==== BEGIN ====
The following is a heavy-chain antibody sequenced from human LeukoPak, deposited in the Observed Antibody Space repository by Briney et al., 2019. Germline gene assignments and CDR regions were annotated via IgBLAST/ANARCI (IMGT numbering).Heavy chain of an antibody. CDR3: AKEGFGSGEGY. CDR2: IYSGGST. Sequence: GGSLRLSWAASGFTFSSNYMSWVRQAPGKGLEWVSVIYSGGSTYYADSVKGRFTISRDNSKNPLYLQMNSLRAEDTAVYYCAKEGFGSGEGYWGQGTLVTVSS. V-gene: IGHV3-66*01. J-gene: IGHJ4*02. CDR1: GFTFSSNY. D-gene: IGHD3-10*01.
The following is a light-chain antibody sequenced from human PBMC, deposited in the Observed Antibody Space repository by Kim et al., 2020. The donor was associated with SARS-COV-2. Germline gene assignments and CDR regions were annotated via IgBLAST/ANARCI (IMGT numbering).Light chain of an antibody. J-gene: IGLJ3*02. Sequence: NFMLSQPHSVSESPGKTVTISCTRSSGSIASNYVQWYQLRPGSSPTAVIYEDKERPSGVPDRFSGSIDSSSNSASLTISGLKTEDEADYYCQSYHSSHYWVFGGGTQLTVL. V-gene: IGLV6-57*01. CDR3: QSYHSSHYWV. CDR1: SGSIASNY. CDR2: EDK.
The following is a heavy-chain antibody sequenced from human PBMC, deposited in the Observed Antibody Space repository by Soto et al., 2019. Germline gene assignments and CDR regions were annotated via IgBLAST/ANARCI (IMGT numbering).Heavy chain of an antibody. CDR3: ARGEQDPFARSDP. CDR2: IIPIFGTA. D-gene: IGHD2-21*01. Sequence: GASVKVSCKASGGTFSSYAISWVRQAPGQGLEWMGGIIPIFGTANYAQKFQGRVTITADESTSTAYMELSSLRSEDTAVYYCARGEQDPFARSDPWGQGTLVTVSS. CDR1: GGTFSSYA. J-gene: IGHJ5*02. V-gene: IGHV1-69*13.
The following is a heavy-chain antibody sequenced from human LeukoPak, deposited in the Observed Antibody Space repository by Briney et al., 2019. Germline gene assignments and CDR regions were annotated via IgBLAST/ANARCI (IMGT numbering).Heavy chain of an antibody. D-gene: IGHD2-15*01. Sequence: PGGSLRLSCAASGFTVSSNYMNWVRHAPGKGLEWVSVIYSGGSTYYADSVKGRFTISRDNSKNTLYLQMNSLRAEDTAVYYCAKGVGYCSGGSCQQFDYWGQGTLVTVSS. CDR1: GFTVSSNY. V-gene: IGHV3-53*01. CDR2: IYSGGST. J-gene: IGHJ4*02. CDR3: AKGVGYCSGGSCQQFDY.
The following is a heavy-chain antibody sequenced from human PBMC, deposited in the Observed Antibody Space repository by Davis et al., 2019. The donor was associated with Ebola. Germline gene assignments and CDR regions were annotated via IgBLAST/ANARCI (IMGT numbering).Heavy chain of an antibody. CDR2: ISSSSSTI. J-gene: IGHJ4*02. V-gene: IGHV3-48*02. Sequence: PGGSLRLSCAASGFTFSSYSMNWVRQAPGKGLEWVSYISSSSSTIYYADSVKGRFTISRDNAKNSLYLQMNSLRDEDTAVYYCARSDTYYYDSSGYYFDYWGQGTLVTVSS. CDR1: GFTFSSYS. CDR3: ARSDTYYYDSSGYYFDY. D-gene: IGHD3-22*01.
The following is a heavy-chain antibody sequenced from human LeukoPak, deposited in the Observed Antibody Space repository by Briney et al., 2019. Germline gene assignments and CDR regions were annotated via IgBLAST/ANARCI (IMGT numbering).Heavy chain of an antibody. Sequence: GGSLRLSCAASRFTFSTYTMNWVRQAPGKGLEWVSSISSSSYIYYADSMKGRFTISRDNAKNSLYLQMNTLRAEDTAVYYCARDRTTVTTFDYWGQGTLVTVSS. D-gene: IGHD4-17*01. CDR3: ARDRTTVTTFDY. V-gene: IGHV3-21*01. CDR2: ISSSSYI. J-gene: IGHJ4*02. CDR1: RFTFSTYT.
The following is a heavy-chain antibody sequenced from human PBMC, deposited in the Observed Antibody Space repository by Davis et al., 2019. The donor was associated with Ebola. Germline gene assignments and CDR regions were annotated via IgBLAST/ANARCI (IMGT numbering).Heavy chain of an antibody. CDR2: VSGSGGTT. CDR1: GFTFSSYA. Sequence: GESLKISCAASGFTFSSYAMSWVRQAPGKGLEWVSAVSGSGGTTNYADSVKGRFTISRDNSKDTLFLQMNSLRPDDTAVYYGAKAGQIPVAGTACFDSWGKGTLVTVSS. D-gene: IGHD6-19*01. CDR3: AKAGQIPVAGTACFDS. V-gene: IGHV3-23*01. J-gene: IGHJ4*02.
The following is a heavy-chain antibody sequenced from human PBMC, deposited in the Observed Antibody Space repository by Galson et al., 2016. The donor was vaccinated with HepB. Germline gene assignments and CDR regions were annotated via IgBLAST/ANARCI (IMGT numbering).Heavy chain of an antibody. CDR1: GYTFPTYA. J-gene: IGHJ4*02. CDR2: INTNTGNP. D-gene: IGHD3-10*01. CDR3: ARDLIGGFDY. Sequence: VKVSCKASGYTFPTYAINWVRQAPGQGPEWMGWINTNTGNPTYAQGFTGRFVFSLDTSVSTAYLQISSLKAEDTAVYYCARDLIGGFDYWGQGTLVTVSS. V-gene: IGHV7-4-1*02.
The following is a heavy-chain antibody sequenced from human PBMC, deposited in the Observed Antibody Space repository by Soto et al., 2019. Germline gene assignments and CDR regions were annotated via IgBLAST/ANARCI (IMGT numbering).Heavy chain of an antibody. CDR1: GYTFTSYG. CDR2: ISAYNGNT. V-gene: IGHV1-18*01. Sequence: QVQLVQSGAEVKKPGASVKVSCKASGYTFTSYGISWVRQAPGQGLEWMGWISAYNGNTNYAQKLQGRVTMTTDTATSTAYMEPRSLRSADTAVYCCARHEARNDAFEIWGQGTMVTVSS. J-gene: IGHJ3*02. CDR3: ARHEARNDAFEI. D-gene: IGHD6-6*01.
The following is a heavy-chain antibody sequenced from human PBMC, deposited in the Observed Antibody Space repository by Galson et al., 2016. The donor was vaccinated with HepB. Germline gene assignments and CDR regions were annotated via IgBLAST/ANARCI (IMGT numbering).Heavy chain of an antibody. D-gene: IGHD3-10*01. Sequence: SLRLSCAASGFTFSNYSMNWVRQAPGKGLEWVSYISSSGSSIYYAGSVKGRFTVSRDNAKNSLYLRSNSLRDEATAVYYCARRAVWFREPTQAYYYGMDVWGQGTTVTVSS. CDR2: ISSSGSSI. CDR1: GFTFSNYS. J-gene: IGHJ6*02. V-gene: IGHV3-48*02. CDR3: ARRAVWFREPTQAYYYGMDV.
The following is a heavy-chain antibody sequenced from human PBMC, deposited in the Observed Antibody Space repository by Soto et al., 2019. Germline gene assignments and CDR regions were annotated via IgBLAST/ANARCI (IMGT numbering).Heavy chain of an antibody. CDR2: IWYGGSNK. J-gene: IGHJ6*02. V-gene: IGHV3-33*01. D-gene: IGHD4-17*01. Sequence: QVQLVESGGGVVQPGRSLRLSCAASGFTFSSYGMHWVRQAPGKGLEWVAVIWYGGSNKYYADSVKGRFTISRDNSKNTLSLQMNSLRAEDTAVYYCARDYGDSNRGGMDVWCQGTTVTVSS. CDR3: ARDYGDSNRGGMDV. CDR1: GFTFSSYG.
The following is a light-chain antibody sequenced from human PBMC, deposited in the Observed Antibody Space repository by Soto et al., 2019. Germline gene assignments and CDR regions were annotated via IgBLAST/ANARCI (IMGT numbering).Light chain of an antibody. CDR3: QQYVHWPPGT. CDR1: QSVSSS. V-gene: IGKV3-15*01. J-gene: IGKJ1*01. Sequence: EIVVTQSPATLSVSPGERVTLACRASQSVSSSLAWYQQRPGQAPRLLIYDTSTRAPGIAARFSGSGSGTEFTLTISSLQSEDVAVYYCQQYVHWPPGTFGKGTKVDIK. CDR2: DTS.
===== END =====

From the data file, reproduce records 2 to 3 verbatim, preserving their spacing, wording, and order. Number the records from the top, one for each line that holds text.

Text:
The following is a light-chain antibody sequenced from human PBMC, deposited in the Observed Antibody Space repository by Kim et al., 2020. The donor was associated with SARS-COV-2. Germline gene assignments and CDR regions were annotated via IgBLAST/ANARCI (IMGT numbering).Light chain of an antibody. J-gene: IGLJ3*02. Sequence: NFMLSQPHSVSESPGKTVTISCTRSSGSIASNYVQWYQLRPGSSPTAVIYEDKERPSGVPDRFSGSIDSSSNSASLTISGLKTEDEADYYCQSYHSSHYWVFGGGTQLTVL. V-gene: IGLV6-57*01. CDR3: QSYHSSHYWV. CDR1: SGSIASNY. CDR2: EDK.
The following is a heavy-chain antibody sequenced from human PBMC, deposited in the Observed Antibody Space repository by Soto et al., 2019. Germline gene assignments and CDR regions were annotated via IgBLAST/ANARCI (IMGT numbering).Heavy chain of an antibody. CDR3: ARGEQDPFARSDP. CDR2: IIPIFGTA. D-gene: IGHD2-21*01. Sequence: GASVKVSCKASGGTFSSYAISWVRQAPGQGLEWMGGIIPIFGTANYAQKFQGRVTITADESTSTAYMELSSLRSEDTAVYYCARGEQDPFARSDPWGQGTLVTVSS. CDR1: GGTFSSYA. J-gene: IGHJ5*02. V-gene: IGHV1-69*13.